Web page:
|Lost Drawings (@LostDrawings)|
Henry Fuseli pic.twitter.com/HJFiXApnMs
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At first glance, the colourful characters created by Berto Fojo might appear playful but on closer inspection his creations seem troubled and ridden with angst. His images are fuelled by a dark sense of humour and an ability to create characters that have bags of charisma.
William Blake (English, 1757-1827)
When the Morning Stars Sang Together, The Book of Job
Handling edges is a skill that all fine artists will need to learn sooner or later. Edges that are out of focus are vital in paintings in order to create the 3D illusion of making things look like they recede in a landscape painting, for example. Edges that are blurred make things appear they are moving.
The handling of edges is to be applied in all mediums, although some are more cooperative than others. For example, with pastels all you need to do is massage the dust with your finger and you can achieve any degree of softness, whereas in acrylics the paint dries too fast and it's impossible to blur, like with oils. Watercolor requires experience to know exactly when to apply the pigment to the wet paper.
There are three kinds of edges in all mediums:
The contour of forms can become completely lost, leaving little or no definition. Use diffused edges for the following:
• The last plane in your background, when indicating foliage
• To create ethereal cumulous clouds
• To create realistic waterfalls that appear to be moving
• To indicate crashing waves in seascapes
The edge is recognizable, but blurry.
• Distant trees and evergreens in backgrounds
• Distant hills
• Things in the peripheral areas of a painting
• Water reflections
Clearly defined with no sense of being out of focus.
• Rocky mountains
Advice on how to achieve soft or diffused edges:
Oil and Pastel:
Massage the paint to the degree of blurriness desired. These tow mediums are very easy.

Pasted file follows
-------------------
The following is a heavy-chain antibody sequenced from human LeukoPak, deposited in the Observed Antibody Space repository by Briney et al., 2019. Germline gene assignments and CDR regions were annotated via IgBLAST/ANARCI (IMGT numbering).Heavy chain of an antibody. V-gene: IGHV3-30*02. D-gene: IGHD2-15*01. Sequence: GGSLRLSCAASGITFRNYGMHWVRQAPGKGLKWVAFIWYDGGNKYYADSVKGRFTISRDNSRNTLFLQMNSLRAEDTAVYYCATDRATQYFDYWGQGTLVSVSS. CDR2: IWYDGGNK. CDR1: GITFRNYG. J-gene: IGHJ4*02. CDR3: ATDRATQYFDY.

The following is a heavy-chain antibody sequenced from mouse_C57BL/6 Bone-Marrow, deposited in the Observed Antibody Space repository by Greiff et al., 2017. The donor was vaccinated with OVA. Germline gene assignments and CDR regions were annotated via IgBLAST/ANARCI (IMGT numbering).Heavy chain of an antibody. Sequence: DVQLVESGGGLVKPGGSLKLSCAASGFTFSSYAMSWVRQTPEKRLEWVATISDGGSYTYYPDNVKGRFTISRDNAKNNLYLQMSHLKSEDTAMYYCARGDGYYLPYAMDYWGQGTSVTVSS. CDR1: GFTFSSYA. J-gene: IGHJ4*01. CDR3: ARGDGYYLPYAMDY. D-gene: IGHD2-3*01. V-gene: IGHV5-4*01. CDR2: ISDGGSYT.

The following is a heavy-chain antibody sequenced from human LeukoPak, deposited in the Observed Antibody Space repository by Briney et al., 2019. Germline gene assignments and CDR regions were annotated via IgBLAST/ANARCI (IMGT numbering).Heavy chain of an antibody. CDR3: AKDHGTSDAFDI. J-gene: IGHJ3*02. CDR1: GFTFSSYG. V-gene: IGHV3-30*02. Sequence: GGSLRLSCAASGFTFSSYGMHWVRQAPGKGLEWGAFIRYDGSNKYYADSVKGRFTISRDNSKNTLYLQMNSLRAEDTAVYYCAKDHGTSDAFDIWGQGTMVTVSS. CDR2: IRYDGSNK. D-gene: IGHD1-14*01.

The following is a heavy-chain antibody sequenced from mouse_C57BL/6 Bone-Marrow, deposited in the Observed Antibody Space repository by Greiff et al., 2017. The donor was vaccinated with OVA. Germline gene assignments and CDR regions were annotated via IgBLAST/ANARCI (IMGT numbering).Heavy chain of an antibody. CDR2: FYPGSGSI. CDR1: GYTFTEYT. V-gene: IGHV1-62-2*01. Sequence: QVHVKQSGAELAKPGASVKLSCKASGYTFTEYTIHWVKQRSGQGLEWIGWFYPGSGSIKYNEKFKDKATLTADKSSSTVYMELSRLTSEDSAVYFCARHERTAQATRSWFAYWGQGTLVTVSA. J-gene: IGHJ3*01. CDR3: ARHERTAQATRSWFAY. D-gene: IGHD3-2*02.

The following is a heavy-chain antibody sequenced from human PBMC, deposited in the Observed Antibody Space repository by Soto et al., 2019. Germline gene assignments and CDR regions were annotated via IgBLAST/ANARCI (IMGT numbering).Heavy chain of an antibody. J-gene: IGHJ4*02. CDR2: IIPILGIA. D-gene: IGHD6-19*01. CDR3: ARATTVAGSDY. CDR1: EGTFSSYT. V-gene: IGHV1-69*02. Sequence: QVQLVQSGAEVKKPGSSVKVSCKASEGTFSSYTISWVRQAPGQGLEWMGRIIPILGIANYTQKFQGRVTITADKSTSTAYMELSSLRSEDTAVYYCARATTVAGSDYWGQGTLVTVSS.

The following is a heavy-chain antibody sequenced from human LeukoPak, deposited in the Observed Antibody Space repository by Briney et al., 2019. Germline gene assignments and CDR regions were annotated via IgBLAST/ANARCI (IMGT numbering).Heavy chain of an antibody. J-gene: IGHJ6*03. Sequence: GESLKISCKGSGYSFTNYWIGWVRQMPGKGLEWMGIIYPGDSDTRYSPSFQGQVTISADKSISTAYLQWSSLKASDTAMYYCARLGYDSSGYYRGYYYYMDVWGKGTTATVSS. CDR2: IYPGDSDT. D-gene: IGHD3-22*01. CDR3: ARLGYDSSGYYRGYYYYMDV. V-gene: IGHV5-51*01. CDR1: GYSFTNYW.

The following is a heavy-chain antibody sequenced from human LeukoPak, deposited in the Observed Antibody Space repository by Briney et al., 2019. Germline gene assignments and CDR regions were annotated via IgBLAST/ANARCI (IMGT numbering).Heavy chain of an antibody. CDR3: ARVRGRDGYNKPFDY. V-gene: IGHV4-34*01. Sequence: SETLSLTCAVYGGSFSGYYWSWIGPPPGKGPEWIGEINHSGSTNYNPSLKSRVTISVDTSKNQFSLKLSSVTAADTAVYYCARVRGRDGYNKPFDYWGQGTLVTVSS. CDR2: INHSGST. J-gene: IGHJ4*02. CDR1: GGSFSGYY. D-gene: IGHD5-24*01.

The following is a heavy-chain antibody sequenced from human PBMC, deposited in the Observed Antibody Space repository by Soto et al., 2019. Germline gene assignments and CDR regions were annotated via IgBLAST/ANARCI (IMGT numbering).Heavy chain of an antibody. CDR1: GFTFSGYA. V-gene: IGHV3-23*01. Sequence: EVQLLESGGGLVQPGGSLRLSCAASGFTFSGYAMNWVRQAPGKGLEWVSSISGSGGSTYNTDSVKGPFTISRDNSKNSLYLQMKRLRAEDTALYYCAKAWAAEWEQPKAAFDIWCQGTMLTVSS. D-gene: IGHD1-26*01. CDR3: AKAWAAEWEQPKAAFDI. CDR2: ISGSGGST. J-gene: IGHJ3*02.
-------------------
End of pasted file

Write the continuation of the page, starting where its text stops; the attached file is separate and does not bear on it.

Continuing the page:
1) Apply water to the paper.
2) Wait about 5 minutes for the water to be absorbed and/or until the paper is no longer glossy.
3) Add just enough water to create pasty (not runny) pigment. If necessary suck the excess water out of the brush by squeezing the bristles where they meet the ferrule while holding the brush vertical to the paper. Note: Rough paper is more cooperative than cold-pressed paper when it comes to controlling soft edges.
Scumble the adjacent color (such as the sky on the edges of trees) and lightly feather it in until the transition creates the blurred contour.
"Landscape Painting Essentials" and other video courses are available at NorthLightShop.com. North Light has also just released a new eBook written by Johannes titled Landscape Painting Essentials. Join his online art classes at http://improvemypaintings.com.
|(credits on cards - excuse black boxes, but many artists don't put their phone number on their websites so I blocked them out here)|
|(credits you can't see: Red/Suit Guy by David Palumbo. watercolor woman is Kelly McKernan, then the squid balloon is Mark Nelson. The zombie unicorn is Kari Christensen, the cthulhu tarot card is Alix Branwyn)|
|Jeremy Wilson sends the best mail.|
|Jeffrey Alan Love|
|Serena Malyon and Kelly McKernan|
Driven by super-human forces and undaunted by the powers of nature, artist Simon Beck (previously) trudges across sand or through knee-high snow to create massive geometric drawings left behind in his footprints. From sandy expanses on the shore of New Zealand to frigid outlooks in the Swiss Alps, any pristine surface that stretches for hundreds of meters can work as a suitable canvas for Beck's designs.